fred lorenzen

Photo courtesy Atlanta Motor Speedway

Atlanta to host 2,500th race in Cup history, last on current surface

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This weekend’s NASCAR action at Atlanta Motor Speedway, with all three major series running, will provide some interesting storylines.

First and perhaps most important, Sunday’s Folds of Honor Quik Trip 500 will be the last race ever held on the current track surface.

A complete repaving of the 1.54-mile high-speed quad oval track is slated to begin later this spring.

To make Sunday’s race all the more unique and momentous, it also will be the 2,500th race in Cup history.

AMS, which first opened in 1960, has had the same racing surface for the last 20 years, since its last repaving in spring 1997. That makes it the second oldest current surface in NASCAR.

During that time, it has played host to 31 NASCAR Cup Series races, 19 Xfinity Series races and 15 Camping World Truck Series events.

Among some of the highlights over the years on the outgoing surface:

* Dale Earnhardt’s 0.01-second margin of victory over Bobby Labonte in 2000. It would be Earnhardt’s 75th career Cup win and the second-to-last win of his storied career (won at Talladega that October).

* In his third Cup start after the tragic death of Earnhardt in the 2001 Daytona 500, Kevin Harvick would take the re-numbered No. 29 to victory lane at Atlanta, capturing a 0.006-second margin of victory over Jeff Gordon.

* Carl Edwards’ first Cup win and the first of two wins for him in both Atlanta races in 2005.

* AMS’s first-ever night race in 2009.

* Sunday marks AMS’s 102nd 500-mile race. No other track on the circuit has hosted as many races of that length.

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Sunday also could be a big day for defending and seven-time Cup champion Jimmie Johnson.

Having won both the 2015 and 2016 Cup races at AMS, Johnson is looking to become the first driver in track history to win three consecutive races there.

NASCAR Hall of Famer Fred Lorenzen won four times in as many years (1961 to 1964) at AMS, but they weren’t consecutive. Another Hall of Famer, Cale Yarborough, also won three straight spring races (1967 to 1969), but failed to win any of the fall races those same years at the track.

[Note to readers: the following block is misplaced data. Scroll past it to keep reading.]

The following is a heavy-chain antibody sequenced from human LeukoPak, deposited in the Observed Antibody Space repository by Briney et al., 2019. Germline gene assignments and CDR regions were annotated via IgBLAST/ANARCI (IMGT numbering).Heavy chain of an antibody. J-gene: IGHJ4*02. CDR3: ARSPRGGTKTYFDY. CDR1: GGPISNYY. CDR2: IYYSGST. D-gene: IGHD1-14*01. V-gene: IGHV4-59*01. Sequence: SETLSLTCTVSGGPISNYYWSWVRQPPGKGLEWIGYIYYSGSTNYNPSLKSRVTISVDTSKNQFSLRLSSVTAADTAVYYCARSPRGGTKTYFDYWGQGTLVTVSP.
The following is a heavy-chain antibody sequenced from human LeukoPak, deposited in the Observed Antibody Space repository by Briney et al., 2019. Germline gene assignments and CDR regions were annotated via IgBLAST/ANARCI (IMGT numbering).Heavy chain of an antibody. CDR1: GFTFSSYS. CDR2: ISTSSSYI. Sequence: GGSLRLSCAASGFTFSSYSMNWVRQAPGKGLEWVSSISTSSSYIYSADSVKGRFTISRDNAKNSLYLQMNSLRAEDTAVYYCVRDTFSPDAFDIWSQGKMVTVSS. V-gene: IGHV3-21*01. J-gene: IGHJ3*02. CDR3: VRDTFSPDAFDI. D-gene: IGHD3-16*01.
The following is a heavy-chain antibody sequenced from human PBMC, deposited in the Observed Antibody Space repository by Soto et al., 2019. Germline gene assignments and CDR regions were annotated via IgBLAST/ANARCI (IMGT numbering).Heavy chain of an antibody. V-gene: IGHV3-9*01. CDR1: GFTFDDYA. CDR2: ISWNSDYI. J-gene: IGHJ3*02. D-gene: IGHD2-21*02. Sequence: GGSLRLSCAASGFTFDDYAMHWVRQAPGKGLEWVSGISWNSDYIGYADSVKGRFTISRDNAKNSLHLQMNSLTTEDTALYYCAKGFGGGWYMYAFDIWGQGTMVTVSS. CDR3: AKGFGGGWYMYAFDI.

Johnson is also looking to extend his overall supremacy at the track, being the only active driver to have ever won there five times in a career (all on the current racing surface).

NASCAR Hall of Famer Dale Earnhardt holds the record for most wins ever at AMS with nine triumphs.

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NASCAR America: Dale Earnhardt Jr., Fred Lorenzen linked by pledges of brain donations

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Earlier this year, Dale Earnhardt Jr. announced he would pledge his brain to the Concussion Legacy Foundation for study. The family of Fred Lorenzen, who was inducted into the NASCAR Hall of Fame in 2015, soon announced that he had followed suit.

NASCAR on NBC reporter Nate Ryan spoke with Lorenzen’s daughter, Amanda Gardstrom, about her father’s career and how she believes his racing accidents impacted him in retirement. Lorenzen suffers from dementia that could be a symptom of CTE (chronic traumatic encephalopathy), a neurodegenerative disease of the brain that has been found in professional athletes with repetitive head trauma.

“My brother and I knew something was wrong with his memory, he was starting to have little bit of a hard time walking,” Gardstrom said. “He was getting mad at little things and one minute later being happy.”

Lorenzen, 81, earned 26 Sprint Cup wins in a career that spanned from 1956 – 1972.

“Not too recently I talked to my dad just a little bit about what I  kind of think is going on, ‘Would you ever want to donate your brain?'” Gardstrom said. “My dad surprises me all the time. He just looked at me, ‘Yeah, for sure, if it helps someone.’ “